What's Left: Lessons on patience, taught by a friend
Throughout my journey with mental health, I've had good friends to lean on.
I was sick for a few weeks in April, which was a miserable experience for many reasons. I missed phone calls with several friends, but upon hearing that I was sick, I also got a lot of text messages reminding me to take care of myself. My friends and family know rest is not something I excel at. I can only run a temperature for so many days before I start coming down with cabin fever.
I spent a lot of time trading messages with my friend Molly. I lament about being sick; she tells me to take it easy and there is some gentle ribbing about how I went through high school looking like a zombie. This is her way of reminding me to take care of myself, the way she did often when we were teenagers.
I joke about the eternal patience of her and our other friends, the times they spent reminding me to eat when I’d get too focused on some school project; or waking me up when I slept through the bell for class. This is my way of saying, “Thank you, for looking out for me. Thank you for caring for me when I wasn’t always good at doing it myself.”
I know she understands because when she responds, there is no joke. “It was easy to be patient,” her text message reads. “We loved you.”
This is perhaps one of the kindest notions I have found in life. I harbor no gentle ideas about who I was in high school. I was not immune to being 15, or 16, or 17, 18, and I am quite certain I was, at times, unbearable to be around.
Molly and I have been friends since sophomore Honors English, a class that resulted in some of the greatest creative work of my young life. We were Brutus and Cassius in Julius Ceasar; we were Beatrice and Benedick from Much Ado About Nothing. We gave truly memorable performances as multiple characters from Sir Gawain and The Green Night, filmed on a classmate’s phone and edited exclusively on iMovie.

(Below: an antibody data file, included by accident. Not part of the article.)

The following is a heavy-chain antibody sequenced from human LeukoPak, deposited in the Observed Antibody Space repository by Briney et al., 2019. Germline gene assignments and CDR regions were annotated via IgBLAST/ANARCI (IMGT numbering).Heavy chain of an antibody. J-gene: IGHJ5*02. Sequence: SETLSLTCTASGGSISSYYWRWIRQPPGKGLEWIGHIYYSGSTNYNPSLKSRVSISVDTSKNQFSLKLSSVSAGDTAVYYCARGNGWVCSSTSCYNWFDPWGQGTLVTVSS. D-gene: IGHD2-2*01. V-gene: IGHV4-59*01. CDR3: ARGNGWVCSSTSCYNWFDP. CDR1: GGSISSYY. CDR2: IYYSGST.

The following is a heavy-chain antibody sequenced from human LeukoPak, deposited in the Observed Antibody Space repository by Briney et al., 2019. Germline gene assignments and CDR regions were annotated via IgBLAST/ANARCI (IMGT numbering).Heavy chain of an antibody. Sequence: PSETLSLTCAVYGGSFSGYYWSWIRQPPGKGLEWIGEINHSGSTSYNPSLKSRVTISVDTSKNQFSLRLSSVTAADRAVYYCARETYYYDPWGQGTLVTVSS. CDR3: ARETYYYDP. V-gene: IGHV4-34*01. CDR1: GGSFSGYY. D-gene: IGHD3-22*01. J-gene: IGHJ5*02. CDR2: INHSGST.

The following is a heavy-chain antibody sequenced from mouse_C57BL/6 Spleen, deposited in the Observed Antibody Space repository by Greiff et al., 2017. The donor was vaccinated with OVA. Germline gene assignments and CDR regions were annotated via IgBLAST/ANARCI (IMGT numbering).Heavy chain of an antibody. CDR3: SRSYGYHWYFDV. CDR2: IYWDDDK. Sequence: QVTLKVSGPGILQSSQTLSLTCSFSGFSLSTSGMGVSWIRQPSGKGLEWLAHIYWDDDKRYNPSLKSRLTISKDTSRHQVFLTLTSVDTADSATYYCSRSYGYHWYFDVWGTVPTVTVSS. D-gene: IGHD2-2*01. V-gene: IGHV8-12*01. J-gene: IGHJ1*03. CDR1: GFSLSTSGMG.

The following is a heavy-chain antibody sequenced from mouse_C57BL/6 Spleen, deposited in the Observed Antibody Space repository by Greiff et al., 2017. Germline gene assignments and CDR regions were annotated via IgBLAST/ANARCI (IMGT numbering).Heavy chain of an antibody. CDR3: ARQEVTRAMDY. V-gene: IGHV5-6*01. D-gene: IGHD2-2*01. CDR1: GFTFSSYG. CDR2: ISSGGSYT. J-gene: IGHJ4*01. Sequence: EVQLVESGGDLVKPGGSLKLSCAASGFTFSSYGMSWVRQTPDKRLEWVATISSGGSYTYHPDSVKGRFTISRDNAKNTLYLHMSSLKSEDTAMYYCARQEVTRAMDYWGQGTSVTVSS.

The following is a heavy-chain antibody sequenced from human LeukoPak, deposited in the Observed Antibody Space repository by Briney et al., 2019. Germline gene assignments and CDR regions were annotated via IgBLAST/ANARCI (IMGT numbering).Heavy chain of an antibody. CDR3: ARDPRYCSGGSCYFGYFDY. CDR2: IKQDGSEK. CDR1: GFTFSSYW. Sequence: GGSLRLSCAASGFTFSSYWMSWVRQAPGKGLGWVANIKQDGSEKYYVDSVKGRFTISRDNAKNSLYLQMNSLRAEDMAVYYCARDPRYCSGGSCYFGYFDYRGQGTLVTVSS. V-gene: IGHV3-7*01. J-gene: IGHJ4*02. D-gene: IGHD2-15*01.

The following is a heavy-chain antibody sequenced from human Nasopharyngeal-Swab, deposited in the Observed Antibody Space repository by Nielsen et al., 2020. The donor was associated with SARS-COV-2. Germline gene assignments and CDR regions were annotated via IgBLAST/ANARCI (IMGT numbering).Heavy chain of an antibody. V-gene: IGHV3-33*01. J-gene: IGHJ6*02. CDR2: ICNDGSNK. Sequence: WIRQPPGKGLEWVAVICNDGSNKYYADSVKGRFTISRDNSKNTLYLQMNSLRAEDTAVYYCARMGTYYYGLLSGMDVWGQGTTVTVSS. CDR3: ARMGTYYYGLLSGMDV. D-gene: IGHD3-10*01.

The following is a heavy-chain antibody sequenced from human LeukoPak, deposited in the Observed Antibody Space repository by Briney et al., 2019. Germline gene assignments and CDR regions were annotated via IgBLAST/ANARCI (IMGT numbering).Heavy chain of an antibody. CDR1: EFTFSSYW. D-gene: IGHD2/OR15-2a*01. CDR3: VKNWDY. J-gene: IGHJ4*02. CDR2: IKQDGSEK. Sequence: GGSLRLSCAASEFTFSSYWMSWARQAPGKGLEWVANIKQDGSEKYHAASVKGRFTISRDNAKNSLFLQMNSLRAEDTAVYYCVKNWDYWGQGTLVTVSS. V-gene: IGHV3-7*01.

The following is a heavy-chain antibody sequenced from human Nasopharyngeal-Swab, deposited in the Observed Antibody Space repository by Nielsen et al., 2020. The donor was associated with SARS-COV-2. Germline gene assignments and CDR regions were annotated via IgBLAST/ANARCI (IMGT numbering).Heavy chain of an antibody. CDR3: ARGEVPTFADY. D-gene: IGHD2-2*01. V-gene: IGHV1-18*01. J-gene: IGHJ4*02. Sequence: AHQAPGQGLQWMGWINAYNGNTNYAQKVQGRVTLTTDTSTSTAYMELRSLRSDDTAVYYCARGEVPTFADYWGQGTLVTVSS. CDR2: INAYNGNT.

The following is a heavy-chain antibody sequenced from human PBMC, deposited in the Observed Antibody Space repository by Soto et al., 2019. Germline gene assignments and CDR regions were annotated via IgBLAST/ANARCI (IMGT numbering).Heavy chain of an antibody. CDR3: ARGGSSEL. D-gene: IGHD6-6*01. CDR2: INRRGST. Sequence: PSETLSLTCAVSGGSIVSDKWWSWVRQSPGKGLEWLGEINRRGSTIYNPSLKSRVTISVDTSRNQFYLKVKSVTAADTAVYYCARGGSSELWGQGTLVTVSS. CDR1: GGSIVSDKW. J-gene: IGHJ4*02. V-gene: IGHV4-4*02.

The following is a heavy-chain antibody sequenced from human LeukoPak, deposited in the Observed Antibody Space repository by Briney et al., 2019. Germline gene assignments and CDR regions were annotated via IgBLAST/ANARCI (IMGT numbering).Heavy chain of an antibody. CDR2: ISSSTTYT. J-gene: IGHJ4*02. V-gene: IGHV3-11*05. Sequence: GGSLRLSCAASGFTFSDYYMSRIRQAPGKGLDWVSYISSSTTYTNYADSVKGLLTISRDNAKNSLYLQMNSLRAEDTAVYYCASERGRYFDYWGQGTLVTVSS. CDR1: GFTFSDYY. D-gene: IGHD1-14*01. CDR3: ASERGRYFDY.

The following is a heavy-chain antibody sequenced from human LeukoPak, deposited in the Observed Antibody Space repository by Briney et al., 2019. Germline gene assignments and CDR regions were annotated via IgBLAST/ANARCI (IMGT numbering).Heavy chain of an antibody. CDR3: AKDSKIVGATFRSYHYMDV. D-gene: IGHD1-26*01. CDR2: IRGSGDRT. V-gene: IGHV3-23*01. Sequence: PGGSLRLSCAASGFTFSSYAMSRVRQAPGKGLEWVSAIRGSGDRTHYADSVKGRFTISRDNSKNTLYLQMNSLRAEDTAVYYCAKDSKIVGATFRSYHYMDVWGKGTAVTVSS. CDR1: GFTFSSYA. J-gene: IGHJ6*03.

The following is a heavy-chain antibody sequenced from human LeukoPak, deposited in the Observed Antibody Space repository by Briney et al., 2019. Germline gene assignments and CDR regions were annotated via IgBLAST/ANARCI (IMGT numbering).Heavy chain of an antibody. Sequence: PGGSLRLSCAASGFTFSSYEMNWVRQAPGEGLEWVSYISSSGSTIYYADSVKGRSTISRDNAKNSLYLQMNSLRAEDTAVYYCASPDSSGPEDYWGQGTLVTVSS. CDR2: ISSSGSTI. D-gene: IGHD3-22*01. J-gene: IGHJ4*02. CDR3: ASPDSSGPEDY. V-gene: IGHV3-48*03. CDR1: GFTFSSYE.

We became friends the same year I was diagnosed with a major depressive disorder, which was quickly followed by the diagnosis of a generalized anxiety disorder and insomnia. This is all to say we became, and stayed, friends during a point in my life when even I didn’t want to be around me.
There were plenty of days when the only sleep I got was in the library before school started, or caught between the lunch bell. I could be an irritable and prickly person, an anxious and incredibly stubborn perfectionist. I look back at high school and I think, I was anything but easy.
Years later, though, I am still handed these moments, these reminders that I was — and am — more than the worst of me. It was easy to be patient. We loved you.
Maybe I wasn’t easy, maybe none of us were. We learned to treat each other with kindness anyway, coax or push one another out of bad days, depending on the need. And everyone needs an extra bit of patience, sometimes.
I say all this in the spirit of May being mental health awareness month. I was not the only person in my friend group to struggle with mental health, but I was one of the first to be diagnosed and treated. I leaned on my friends and family a lot in those early years, and I’d like to think that down the line, that’s a favor I’ve been able to return somewhat.
During one of our monthly phone calls, another friend talks about joining a support group, and jokes that it’s partially because of me and my “trickle-down therapy”.
I’ve talked very openly about my mental health struggles over the years, a practice that’s now common not just for me, but for a lot of the people in my life. We’ve all had our hurdles to get over. I wish, a lot of times, it hadn’t been this way, but there are moments where I’m grateful for the understanding, the empathy I’ve gained toward not just the struggles of others, but in my own life.
It is not an easy thing to be patient with myself, but I am doing it out of love — and that's a skill I thank my friends for.